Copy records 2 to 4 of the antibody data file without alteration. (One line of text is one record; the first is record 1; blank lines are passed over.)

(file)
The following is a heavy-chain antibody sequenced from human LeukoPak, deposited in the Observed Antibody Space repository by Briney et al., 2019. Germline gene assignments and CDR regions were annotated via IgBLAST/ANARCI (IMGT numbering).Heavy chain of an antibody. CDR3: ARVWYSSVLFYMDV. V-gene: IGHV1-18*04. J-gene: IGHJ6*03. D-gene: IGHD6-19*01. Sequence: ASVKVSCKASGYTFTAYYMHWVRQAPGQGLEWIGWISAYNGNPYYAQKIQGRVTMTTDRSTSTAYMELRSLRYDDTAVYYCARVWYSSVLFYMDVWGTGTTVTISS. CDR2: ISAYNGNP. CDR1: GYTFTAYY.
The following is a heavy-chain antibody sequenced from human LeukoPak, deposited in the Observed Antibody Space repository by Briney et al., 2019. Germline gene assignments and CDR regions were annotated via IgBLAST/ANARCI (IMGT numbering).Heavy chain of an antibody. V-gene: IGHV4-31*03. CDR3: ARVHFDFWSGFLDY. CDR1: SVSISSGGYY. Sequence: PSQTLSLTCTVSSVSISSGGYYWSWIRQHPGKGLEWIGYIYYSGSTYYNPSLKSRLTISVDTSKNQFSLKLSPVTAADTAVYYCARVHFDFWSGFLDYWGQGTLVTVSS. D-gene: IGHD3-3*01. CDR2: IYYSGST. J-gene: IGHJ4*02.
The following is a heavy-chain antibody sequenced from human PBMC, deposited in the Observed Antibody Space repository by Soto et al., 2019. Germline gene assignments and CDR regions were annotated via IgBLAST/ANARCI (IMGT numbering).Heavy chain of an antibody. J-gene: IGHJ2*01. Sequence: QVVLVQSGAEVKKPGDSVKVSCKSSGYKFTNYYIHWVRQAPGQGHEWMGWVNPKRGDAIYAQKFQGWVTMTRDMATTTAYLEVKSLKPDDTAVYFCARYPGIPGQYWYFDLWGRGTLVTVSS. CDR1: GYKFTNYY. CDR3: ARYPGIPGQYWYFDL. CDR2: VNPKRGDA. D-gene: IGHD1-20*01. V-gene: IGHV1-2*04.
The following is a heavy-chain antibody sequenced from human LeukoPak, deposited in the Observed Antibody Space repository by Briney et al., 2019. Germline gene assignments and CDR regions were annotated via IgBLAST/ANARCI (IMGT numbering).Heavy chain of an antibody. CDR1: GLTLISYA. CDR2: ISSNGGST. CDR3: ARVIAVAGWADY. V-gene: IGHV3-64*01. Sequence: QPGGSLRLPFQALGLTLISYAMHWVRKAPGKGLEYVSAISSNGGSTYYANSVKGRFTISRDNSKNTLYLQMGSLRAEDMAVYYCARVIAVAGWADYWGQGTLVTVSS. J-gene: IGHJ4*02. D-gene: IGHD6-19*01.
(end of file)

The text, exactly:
The following is a heavy-chain antibody sequenced from human LeukoPak, deposited in the Observed Antibody Space repository by Briney et al., 2019. Germline gene assignments and CDR regions were annotated via IgBLAST/ANARCI (IMGT numbering).Heavy chain of an antibody. V-gene: IGHV4-31*03. CDR3: ARVHFDFWSGFLDY. CDR1: SVSISSGGYY. Sequence: PSQTLSLTCTVSSVSISSGGYYWSWIRQHPGKGLEWIGYIYYSGSTYYNPSLKSRLTISVDTSKNQFSLKLSPVTAADTAVYYCARVHFDFWSGFLDYWGQGTLVTVSS. D-gene: IGHD3-3*01. CDR2: IYYSGST. J-gene: IGHJ4*02.
The following is a heavy-chain antibody sequenced from human PBMC, deposited in the Observed Antibody Space repository by Soto et al., 2019. Germline gene assignments and CDR regions were annotated via IgBLAST/ANARCI (IMGT numbering).Heavy chain of an antibody. J-gene: IGHJ2*01. Sequence: QVVLVQSGAEVKKPGDSVKVSCKSSGYKFTNYYIHWVRQAPGQGHEWMGWVNPKRGDAIYAQKFQGWVTMTRDMATTTAYLEVKSLKPDDTAVYFCARYPGIPGQYWYFDLWGRGTLVTVSS. CDR1: GYKFTNYY. CDR3: ARYPGIPGQYWYFDL. CDR2: VNPKRGDA. D-gene: IGHD1-20*01. V-gene: IGHV1-2*04.
The following is a heavy-chain antibody sequenced from human LeukoPak, deposited in the Observed Antibody Space repository by Briney et al., 2019. Germline gene assignments and CDR regions were annotated via IgBLAST/ANARCI (IMGT numbering).Heavy chain of an antibody. CDR1: GLTLISYA. CDR2: ISSNGGST. CDR3: ARVIAVAGWADY. V-gene: IGHV3-64*01. Sequence: QPGGSLRLPFQALGLTLISYAMHWVRKAPGKGLEYVSAISSNGGSTYYANSVKGRFTISRDNSKNTLYLQMGSLRAEDMAVYYCARVIAVAGWADYWGQGTLVTVSS. J-gene: IGHJ4*02. D-gene: IGHD6-19*01.